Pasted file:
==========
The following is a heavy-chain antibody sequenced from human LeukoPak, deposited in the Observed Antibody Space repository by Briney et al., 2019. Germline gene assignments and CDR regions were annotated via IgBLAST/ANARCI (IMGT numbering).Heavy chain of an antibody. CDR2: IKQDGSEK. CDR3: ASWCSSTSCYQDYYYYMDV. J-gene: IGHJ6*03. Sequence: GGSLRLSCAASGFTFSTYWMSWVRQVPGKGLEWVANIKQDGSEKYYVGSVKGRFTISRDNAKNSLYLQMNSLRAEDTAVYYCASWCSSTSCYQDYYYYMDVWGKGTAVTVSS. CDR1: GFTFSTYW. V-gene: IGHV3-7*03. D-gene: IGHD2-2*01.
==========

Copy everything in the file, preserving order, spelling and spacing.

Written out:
The following is a heavy-chain antibody sequenced from human LeukoPak, deposited in the Observed Antibody Space repository by Briney et al., 2019. Germline gene assignments and CDR regions were annotated via IgBLAST/ANARCI (IMGT numbering).Heavy chain of an antibody. CDR2: IKQDGSEK. CDR3: ASWCSSTSCYQDYYYYMDV. J-gene: IGHJ6*03. Sequence: GGSLRLSCAASGFTFSTYWMSWVRQVPGKGLEWVANIKQDGSEKYYVGSVKGRFTISRDNAKNSLYLQMNSLRAEDTAVYYCASWCSSTSCYQDYYYYMDVWGKGTAVTVSS. CDR1: GFTFSTYW. V-gene: IGHV3-7*03. D-gene: IGHD2-2*01.